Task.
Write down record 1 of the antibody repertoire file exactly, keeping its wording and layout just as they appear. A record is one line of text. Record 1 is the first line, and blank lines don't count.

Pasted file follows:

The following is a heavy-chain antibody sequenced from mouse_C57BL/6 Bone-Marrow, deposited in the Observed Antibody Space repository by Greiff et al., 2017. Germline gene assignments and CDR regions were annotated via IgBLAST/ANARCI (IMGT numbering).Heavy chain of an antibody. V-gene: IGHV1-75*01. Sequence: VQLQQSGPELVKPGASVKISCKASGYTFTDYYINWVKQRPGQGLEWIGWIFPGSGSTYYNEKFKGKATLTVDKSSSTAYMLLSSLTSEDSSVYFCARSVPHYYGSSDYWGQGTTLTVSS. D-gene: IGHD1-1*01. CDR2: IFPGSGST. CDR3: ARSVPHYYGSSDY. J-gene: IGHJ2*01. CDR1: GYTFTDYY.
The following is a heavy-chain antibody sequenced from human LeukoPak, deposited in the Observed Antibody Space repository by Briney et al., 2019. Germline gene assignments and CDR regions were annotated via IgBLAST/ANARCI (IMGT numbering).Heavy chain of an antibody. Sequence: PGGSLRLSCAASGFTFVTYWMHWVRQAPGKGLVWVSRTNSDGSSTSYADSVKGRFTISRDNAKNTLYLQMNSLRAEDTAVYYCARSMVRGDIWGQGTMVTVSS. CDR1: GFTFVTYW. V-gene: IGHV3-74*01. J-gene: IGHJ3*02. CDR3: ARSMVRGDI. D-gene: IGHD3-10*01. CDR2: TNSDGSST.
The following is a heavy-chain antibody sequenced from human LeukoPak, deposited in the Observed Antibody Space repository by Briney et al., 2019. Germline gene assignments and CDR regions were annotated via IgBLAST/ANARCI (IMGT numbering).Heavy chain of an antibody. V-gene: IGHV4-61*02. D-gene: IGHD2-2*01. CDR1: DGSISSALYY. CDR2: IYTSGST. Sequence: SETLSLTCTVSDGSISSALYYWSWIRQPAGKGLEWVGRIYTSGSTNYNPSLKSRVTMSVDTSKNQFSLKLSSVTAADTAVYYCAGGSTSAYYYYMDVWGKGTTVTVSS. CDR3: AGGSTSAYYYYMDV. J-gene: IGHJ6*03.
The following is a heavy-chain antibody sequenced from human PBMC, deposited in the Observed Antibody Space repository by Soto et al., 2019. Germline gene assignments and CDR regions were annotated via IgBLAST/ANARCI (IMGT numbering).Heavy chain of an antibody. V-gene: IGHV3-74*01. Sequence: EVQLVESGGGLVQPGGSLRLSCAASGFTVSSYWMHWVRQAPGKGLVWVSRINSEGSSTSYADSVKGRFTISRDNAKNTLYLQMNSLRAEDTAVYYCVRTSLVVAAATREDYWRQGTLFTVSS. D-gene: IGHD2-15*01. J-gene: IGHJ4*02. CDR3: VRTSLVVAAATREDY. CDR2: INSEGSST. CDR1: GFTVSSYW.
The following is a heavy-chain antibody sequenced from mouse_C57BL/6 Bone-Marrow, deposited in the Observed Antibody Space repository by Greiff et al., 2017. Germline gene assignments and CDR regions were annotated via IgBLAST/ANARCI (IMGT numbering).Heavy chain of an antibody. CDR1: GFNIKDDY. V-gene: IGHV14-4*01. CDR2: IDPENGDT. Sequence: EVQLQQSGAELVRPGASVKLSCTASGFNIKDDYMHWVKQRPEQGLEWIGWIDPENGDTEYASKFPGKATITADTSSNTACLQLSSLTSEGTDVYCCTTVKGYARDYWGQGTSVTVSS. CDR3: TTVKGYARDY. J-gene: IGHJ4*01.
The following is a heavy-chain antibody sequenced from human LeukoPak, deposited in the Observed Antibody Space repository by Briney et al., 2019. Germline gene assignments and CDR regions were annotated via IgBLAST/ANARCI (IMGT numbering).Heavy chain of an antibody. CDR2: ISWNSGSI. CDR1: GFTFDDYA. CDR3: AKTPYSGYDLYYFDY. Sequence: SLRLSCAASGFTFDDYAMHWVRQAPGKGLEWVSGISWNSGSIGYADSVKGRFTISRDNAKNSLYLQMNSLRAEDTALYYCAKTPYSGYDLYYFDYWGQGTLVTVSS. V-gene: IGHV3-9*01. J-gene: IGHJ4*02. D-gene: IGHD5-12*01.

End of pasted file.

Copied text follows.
The following is a heavy-chain antibody sequenced from mouse_C57BL/6 Bone-Marrow, deposited in the Observed Antibody Space repository by Greiff et al., 2017. Germline gene assignments and CDR regions were annotated via IgBLAST/ANARCI (IMGT numbering).Heavy chain of an antibody. V-gene: IGHV1-75*01. Sequence: VQLQQSGPELVKPGASVKISCKASGYTFTDYYINWVKQRPGQGLEWIGWIFPGSGSTYYNEKFKGKATLTVDKSSSTAYMLLSSLTSEDSSVYFCARSVPHYYGSSDYWGQGTTLTVSS. D-gene: IGHD1-1*01. CDR2: IFPGSGST. CDR3: ARSVPHYYGSSDY. J-gene: IGHJ2*01. CDR1: GYTFTDYY.